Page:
Cavedale puppies hope to become Canine Companion service dogs

A new generation of servants is being bred in the Mayacamas Mountains, but they might be a little hairier and a lot shorter than you think.

Allison Ash and partner Marc Schwager are on their third litter with Velma, a canine pet dog who lives with them. Once they are 8 weeks old, they will be sent back to Canine Companions to begin training to become service dogs for people with 65 forms of disability, such as the blind, people with spinal cord or post-traumatic stress disorder.

“It’s always sad because they’re taking over your life and it’s such a joy,” Ash said. “But eight puppies at 8 weeks old, it’s time for them to have the individual attention they need to go to individual homes.”

The current group of eight puppies, whose names all begin with the letter “L,” are the first Ash and Schwager have raised since birth. In two previous litters, they were hesitant to raise so many puppies on their own, they said, but Canine Companions provided the guidance and support needed to simplify the process and give them confidence in their ability to succeed. During the second litter, Canine Companions raised the puppies for the first four weeks, while Ash and Schwager raised the puppies for the next four weeks when puppies helped the couple build their confidence next time around.

“Once we had the puppies here their second four weeks, we were very confident we could do it all,” Ash said. “A person who has whelped puppies before…convinced us we could do it, helped us settle in, and found a place in our home.”

Michelle Williams, public relations manager for Canine Companions, said the organization works to prepare adoptive parents to raise puppies. Nail clippers and calendars pre-filled with health markers sit on a table next to the puppy pen, where a mix of plastic toys, a large teddy bear, a toy piano and, of course, , potty training pads, occupy the space inside. And crawling, wiggling or sleeping inside the enclosure are the puppies, Lola, Larson, Lexi, Lucy, Lamar, Leland, Layton and Lindon.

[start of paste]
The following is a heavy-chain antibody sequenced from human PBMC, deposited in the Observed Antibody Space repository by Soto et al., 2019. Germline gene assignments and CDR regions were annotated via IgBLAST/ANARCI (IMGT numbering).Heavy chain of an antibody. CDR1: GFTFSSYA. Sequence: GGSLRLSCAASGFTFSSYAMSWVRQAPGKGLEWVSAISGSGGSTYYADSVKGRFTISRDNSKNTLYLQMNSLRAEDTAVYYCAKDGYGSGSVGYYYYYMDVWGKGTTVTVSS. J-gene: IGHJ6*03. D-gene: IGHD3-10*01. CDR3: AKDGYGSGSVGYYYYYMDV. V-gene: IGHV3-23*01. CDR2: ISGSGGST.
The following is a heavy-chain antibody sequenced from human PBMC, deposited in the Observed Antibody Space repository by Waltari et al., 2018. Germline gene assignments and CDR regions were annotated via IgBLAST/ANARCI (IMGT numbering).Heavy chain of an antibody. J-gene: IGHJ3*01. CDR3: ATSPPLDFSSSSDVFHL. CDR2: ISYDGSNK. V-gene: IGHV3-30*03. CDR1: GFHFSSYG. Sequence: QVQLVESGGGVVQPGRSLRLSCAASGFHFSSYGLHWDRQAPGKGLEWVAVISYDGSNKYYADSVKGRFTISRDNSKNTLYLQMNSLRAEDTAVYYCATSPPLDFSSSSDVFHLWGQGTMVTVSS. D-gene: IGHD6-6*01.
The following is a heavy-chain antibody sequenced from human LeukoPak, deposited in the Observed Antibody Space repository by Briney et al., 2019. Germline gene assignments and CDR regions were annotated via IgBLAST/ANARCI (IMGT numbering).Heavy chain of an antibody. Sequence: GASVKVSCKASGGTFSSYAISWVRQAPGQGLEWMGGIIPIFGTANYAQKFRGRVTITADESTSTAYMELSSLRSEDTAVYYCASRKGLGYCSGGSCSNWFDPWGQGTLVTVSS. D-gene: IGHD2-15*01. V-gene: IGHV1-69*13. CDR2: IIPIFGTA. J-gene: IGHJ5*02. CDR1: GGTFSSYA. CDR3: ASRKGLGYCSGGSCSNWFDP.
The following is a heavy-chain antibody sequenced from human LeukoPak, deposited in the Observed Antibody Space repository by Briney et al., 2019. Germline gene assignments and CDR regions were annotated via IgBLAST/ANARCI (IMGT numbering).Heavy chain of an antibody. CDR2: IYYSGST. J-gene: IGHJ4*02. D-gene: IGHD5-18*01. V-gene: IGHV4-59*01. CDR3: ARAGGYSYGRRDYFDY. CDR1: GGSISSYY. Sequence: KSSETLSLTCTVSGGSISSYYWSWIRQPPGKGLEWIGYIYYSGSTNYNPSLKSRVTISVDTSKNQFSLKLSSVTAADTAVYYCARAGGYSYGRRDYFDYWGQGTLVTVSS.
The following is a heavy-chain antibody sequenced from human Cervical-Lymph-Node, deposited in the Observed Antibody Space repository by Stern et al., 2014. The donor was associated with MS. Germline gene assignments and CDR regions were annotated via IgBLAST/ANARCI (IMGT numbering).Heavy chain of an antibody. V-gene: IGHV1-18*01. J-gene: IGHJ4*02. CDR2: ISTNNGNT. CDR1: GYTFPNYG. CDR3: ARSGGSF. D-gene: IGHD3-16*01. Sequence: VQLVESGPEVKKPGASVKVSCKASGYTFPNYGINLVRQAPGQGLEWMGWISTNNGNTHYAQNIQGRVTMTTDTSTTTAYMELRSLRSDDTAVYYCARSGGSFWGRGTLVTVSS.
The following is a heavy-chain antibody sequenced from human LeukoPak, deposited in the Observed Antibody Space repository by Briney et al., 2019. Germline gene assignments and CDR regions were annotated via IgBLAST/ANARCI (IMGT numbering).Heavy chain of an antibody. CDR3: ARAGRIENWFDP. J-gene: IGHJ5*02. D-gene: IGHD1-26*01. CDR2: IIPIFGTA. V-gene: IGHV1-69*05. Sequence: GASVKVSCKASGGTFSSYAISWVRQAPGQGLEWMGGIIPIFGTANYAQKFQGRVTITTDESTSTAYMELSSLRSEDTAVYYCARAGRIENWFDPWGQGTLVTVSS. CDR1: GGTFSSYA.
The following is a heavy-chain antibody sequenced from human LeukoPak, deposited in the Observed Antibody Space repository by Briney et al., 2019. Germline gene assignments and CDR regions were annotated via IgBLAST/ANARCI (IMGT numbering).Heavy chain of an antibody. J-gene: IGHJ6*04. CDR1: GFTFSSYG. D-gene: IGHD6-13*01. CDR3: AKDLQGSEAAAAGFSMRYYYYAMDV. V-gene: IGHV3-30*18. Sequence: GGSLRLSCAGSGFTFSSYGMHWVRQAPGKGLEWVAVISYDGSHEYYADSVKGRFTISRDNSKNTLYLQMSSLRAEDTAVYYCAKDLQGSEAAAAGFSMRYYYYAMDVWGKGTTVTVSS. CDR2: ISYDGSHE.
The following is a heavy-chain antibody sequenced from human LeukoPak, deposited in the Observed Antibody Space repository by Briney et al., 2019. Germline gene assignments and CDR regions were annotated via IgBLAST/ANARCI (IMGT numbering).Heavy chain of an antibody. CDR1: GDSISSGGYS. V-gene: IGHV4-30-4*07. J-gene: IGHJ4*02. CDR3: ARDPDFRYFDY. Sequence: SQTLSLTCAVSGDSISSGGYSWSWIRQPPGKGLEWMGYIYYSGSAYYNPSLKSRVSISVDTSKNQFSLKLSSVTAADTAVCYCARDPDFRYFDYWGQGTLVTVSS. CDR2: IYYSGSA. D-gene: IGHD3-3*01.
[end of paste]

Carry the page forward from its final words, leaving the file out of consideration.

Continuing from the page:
“It’s all fun and games until someone poops on the piano,” Schwagger said. “There is always housework to do.

Although they may not look like it now, the puppies will learn more than 30 commands during the next stage of training before being selected into more specialized programs for their future owners, Williams said.

“And that’s when we decide what these dogs are supposed to do,” Williams said. “Are they really going to be perfect for a child? Will they be perfect for an adult in a wheelchair? Or maybe some of our most energetic dogs would participate in our auditory or post-traumatic stress disorder program for veterans, Williams said.

By the end of their training, dogs will know over 40 commands and be able to pick up objects from the floor, alert their owner to danger signs like sirens and open doors. The fully trained dogs will be worth $50,000, but will be given to their future owners free of charge, as a contribution from Canine Companions through grants and donations to their organization.

And after her fifth litter for Canine Companions, Velma will belong to Ash and Marc, living out her days as a pet. Which is even better than puppies.

“Becoming a Breeder Guardian means we get Velma,” Ash said. “She knows how to learn, so I had so much fun teaching her new things. She’s great in public and she’s just the most amazing part of our family.

Contact Chase Hunter at chase.hunter@sonomanews.com and follow @Chase_HunterB on Twitter.



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